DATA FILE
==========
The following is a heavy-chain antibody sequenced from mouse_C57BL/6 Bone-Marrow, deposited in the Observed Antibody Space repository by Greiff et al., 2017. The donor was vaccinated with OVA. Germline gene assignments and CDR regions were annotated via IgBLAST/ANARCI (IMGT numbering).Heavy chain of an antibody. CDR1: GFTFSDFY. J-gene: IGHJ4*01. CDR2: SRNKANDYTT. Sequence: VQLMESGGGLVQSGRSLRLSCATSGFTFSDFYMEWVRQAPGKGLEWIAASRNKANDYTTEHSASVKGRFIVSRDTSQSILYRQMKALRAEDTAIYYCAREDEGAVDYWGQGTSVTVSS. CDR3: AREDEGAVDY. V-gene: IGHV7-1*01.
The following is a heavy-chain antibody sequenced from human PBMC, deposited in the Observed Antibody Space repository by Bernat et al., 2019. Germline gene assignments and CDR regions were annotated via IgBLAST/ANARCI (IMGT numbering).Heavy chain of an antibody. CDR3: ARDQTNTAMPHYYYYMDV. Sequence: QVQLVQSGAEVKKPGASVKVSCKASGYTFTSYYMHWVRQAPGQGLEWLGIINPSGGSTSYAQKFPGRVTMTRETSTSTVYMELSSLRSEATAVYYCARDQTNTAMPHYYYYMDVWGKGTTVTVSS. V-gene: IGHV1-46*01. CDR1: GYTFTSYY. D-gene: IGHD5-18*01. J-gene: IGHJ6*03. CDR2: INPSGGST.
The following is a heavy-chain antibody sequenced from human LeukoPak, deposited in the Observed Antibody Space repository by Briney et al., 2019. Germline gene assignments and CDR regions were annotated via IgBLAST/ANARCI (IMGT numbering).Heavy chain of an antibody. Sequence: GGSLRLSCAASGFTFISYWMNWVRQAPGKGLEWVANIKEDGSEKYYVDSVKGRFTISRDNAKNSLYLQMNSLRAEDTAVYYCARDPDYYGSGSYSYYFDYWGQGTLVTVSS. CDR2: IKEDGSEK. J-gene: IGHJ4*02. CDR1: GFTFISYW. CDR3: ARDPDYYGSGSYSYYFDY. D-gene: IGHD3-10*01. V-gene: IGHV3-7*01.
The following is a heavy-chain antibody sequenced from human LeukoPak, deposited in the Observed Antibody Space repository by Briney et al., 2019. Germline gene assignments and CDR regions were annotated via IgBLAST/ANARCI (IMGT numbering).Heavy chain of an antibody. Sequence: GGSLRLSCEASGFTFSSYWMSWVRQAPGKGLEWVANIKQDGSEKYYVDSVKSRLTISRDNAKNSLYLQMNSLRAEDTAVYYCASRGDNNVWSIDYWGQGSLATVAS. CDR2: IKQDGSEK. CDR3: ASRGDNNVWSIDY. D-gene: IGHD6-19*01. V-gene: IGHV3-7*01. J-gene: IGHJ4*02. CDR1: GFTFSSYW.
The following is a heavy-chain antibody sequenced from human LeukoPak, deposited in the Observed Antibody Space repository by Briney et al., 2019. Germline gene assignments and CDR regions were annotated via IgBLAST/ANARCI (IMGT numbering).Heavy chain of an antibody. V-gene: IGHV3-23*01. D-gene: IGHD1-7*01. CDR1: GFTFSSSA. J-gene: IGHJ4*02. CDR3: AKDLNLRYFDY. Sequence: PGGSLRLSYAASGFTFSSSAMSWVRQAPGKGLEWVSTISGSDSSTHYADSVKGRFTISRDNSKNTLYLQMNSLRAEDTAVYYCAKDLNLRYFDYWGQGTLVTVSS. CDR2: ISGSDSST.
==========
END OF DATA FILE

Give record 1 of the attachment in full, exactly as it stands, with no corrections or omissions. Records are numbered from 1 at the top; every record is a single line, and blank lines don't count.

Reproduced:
The following is a heavy-chain antibody sequenced from mouse_C57BL/6 Bone-Marrow, deposited in the Observed Antibody Space repository by Greiff et al., 2017. The donor was vaccinated with OVA. Germline gene assignments and CDR regions were annotated via IgBLAST/ANARCI (IMGT numbering).Heavy chain of an antibody. CDR1: GFTFSDFY. J-gene: IGHJ4*01. CDR2: SRNKANDYTT. Sequence: VQLMESGGGLVQSGRSLRLSCATSGFTFSDFYMEWVRQAPGKGLEWIAASRNKANDYTTEHSASVKGRFIVSRDTSQSILYRQMKALRAEDTAIYYCAREDEGAVDYWGQGTSVTVSS. CDR3: AREDEGAVDY. V-gene: IGHV7-1*01.